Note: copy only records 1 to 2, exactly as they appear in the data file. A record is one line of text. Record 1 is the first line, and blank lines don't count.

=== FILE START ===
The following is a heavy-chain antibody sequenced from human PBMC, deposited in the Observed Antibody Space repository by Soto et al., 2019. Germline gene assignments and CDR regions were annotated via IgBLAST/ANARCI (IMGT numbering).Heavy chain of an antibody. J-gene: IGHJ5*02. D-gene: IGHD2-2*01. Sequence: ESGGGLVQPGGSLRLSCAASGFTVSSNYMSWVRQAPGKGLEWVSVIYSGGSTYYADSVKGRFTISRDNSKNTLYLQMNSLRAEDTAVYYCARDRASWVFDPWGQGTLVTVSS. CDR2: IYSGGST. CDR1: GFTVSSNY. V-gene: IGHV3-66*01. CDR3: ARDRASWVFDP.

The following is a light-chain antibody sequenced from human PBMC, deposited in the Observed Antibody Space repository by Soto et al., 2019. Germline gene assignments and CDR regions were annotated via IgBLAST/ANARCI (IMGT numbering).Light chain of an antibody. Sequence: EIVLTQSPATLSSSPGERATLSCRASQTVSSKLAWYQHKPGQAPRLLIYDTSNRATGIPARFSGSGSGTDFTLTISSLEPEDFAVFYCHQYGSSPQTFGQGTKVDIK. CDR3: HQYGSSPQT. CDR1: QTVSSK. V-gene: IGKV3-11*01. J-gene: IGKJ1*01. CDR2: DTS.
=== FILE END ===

The following is a heavy-chain antibody sequenced from human PBMC, deposited in the Observed Antibody Space repository by Soto et al., 2019. Germline gene assignments and CDR regions were annotated via IgBLAST/ANARCI (IMGT numbering).Heavy chain of an antibody. J-gene: IGHJ5*02. D-gene: IGHD2-2*01. Sequence: ESGGGLVQPGGSLRLSCAASGFTVSSNYMSWVRQAPGKGLEWVSVIYSGGSTYYADSVKGRFTISRDNSKNTLYLQMNSLRAEDTAVYYCARDRASWVFDPWGQGTLVTVSS. CDR2: IYSGGST. CDR1: GFTVSSNY. V-gene: IGHV3-66*01. CDR3: ARDRASWVFDP.

The following is a light-chain antibody sequenced from human PBMC, deposited in the Observed Antibody Space repository by Soto et al., 2019. Germline gene assignments and CDR regions were annotated via IgBLAST/ANARCI (IMGT numbering).Light chain of an antibody. Sequence: EIVLTQSPATLSSSPGERATLSCRASQTVSSKLAWYQHKPGQAPRLLIYDTSNRATGIPARFSGSGSGTDFTLTISSLEPEDFAVFYCHQYGSSPQTFGQGTKVDIK. CDR3: HQYGSSPQT. CDR1: QTVSSK. V-gene: IGKV3-11*01. J-gene: IGKJ1*01. CDR2: DTS.